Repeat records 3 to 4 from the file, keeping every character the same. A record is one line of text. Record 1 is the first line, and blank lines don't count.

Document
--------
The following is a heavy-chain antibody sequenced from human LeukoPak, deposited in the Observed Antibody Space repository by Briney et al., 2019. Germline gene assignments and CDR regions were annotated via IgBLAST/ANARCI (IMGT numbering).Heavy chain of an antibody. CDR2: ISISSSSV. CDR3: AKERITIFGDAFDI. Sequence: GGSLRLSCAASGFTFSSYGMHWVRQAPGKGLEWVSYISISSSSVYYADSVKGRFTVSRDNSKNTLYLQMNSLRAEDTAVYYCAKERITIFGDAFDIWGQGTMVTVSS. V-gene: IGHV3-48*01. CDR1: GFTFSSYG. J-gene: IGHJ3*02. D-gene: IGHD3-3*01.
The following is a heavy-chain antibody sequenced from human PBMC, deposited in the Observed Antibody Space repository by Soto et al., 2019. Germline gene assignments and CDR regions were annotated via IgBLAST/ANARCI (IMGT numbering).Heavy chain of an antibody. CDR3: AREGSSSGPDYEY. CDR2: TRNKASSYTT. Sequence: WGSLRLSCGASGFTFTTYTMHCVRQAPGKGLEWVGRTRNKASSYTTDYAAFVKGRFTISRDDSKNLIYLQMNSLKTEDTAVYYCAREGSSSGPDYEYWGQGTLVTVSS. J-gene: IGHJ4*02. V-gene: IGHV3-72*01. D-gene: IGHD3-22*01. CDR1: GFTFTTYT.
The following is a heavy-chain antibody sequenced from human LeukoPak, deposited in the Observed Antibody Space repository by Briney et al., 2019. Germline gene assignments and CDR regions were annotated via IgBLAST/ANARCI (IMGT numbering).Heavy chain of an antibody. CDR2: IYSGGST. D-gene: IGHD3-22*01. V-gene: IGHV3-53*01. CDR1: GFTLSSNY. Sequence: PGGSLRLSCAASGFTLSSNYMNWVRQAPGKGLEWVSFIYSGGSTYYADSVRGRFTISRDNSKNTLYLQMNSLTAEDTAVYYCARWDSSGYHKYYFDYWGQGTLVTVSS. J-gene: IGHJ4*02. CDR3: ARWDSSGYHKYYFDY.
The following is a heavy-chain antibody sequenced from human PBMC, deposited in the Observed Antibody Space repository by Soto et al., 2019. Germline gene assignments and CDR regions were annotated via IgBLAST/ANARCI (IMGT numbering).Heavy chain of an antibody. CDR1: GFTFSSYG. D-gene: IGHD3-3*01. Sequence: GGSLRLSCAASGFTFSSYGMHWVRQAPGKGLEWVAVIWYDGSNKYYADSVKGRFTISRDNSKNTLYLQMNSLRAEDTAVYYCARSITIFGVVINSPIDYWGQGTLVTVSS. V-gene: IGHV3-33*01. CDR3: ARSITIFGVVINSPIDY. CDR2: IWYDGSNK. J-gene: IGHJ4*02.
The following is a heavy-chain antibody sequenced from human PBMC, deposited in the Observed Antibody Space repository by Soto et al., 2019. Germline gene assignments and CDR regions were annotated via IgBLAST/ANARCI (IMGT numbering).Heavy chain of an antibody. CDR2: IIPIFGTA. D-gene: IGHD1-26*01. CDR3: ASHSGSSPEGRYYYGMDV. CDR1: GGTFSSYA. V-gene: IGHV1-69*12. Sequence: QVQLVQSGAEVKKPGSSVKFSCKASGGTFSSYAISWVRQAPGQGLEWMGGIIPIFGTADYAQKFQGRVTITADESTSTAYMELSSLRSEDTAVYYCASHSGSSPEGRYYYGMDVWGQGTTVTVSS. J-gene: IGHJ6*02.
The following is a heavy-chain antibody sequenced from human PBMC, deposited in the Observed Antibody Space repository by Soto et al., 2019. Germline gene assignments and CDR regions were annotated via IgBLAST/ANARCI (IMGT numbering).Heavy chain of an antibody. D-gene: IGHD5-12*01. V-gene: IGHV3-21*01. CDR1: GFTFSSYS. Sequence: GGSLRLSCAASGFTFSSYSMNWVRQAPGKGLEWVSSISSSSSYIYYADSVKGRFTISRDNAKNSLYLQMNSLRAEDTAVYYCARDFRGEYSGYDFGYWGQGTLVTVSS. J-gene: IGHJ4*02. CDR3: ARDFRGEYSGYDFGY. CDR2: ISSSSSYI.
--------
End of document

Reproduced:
The following is a heavy-chain antibody sequenced from human LeukoPak, deposited in the Observed Antibody Space repository by Briney et al., 2019. Germline gene assignments and CDR regions were annotated via IgBLAST/ANARCI (IMGT numbering).Heavy chain of an antibody. CDR2: IYSGGST. D-gene: IGHD3-22*01. V-gene: IGHV3-53*01. CDR1: GFTLSSNY. Sequence: PGGSLRLSCAASGFTLSSNYMNWVRQAPGKGLEWVSFIYSGGSTYYADSVRGRFTISRDNSKNTLYLQMNSLTAEDTAVYYCARWDSSGYHKYYFDYWGQGTLVTVSS. J-gene: IGHJ4*02. CDR3: ARWDSSGYHKYYFDY.
The following is a heavy-chain antibody sequenced from human PBMC, deposited in the Observed Antibody Space repository by Soto et al., 2019. Germline gene assignments and CDR regions were annotated via IgBLAST/ANARCI (IMGT numbering).Heavy chain of an antibody. CDR1: GFTFSSYG. D-gene: IGHD3-3*01. Sequence: GGSLRLSCAASGFTFSSYGMHWVRQAPGKGLEWVAVIWYDGSNKYYADSVKGRFTISRDNSKNTLYLQMNSLRAEDTAVYYCARSITIFGVVINSPIDYWGQGTLVTVSS. V-gene: IGHV3-33*01. CDR3: ARSITIFGVVINSPIDY. CDR2: IWYDGSNK. J-gene: IGHJ4*02.